Welcome to European Tribune. It's gone a bit quiet around here these days, but it's still going.
Well not all children feel this way vbo. I remember once asking my father, in all earnest, if he couldn't just get rid of the mommy we had and get us a new one. He replied gently, but firmly, that no that wasn't going to happen. Shortly thereafter, my life spun out of control. So there's another perspective for you.
by sgr2 on Mon Nov 5th, 2012 at 01:04:18 PM EST
[ Parent ]
I do not know your circumstances and as I said I am not putting everyone in the same basket. Maybe your life was better after divorce. Truth is that hectic situation in one dysfunctional family will do the damage equal as divorce if it continues for prolonged period, for child. So in these cases it is a choice between two bad situations. Children do need peace in their lives but they usually do not get it after divorce...    
by vbo on Mon Nov 5th, 2012 at 07:53:52 PM EST
[ Parent ]
Children do need peace in their lives but they usually do not get it after divorce...

Again, what do you base this claim on, other than church propaganda? And more to the point, what makes you think that a child that doesn't get peace in his/her life after divorce would have gotten it in a continued broken marriage?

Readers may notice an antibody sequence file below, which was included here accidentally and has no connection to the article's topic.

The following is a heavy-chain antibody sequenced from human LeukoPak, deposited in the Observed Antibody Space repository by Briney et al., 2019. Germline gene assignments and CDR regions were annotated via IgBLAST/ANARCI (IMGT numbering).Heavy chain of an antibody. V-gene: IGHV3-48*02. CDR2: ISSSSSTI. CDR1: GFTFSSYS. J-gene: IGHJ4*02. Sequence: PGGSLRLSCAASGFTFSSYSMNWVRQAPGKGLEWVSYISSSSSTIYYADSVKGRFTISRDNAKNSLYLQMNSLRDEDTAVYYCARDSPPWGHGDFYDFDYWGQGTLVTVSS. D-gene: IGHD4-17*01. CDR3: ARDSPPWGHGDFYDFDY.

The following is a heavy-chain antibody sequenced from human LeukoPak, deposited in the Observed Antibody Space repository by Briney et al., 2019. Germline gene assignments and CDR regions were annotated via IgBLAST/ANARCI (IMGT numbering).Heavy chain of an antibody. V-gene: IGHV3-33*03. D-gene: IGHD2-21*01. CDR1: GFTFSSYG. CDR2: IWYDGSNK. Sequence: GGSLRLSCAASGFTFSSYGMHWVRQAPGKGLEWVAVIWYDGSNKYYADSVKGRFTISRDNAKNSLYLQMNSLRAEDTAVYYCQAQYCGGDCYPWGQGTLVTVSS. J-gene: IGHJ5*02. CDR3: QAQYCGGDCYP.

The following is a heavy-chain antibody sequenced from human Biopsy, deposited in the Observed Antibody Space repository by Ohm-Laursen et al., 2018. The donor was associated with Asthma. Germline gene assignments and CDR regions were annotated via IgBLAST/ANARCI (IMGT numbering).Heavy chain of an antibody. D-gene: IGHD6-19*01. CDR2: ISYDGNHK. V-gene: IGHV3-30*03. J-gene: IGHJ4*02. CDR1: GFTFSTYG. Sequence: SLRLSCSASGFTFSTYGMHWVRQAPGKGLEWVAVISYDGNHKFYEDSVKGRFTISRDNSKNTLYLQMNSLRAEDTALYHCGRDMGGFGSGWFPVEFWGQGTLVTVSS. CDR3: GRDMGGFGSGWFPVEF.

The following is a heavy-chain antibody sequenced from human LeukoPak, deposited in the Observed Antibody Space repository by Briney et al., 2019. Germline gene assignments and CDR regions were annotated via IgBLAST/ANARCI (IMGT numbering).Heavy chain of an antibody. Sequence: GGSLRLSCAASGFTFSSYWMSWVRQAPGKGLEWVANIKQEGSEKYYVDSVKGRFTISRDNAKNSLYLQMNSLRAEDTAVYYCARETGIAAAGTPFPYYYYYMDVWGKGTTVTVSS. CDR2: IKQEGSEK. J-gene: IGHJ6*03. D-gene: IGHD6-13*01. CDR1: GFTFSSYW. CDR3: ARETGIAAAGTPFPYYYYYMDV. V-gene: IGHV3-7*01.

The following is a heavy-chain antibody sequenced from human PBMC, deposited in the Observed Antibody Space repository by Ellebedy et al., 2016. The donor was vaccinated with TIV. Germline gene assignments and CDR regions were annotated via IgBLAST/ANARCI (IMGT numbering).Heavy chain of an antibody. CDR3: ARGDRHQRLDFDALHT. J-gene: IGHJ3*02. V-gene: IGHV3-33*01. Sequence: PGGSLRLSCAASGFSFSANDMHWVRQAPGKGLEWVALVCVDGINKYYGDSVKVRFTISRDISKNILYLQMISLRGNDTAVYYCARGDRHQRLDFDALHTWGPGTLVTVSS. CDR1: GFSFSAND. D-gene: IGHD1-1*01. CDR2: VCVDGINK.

*Lunatic*, n.
One whose delusions are out of fashion.

by DoDo on Tue Nov 6th, 2012 at 01:53:03 PM EST
[ Parent ]
Indeed. And is a 'natural' childlike desire for homeostasis the best learning situation for future survival?

You can't be me, I'm taken
by Sven Triloqvist on Tue Nov 6th, 2012 at 01:57:18 PM EST
[ Parent ]
I guess we need to rewrite the fairy tales.

It is rightly acknowledged that people of faith have no monopoly of virtue - Queen Elizabeth II
by eurogreen on Tue Nov 6th, 2012 at 02:43:43 PM EST
[ Parent ]
Or is homeostasis imposed by the parents and thus essentially totalitarian? :-)

You can't be me, I'm taken
by Sven Triloqvist on Tue Nov 6th, 2012 at 03:08:06 PM EST
[ Parent ]
One of the best learning situations for future survival is spending time in solitary confinement. But I wouldn't recommend it for everybody.
by sgr2 on Wed Nov 7th, 2012 at 01:00:51 PM EST
[ Parent ]
Oh stop it with "church" stuff. I am hardly that religious to even know and be interested in church dogma...I explained this before about my religious feelings and church as institution . It has nothing to do with church or otherwise I would be against de facto relationships which I am not.
I base my claims on my experience and observation of the world around me.
by vbo on Thu Nov 8th, 2012 at 10:31:12 PM EST
[ Parent ]
As others have said, children are resilient. They are adaptable and can thrive under the most adverse of circumstances. Whether it's one parent, two parents, adoptive parents, step-parents, gay parents, whatever, what children need most is unconditional love.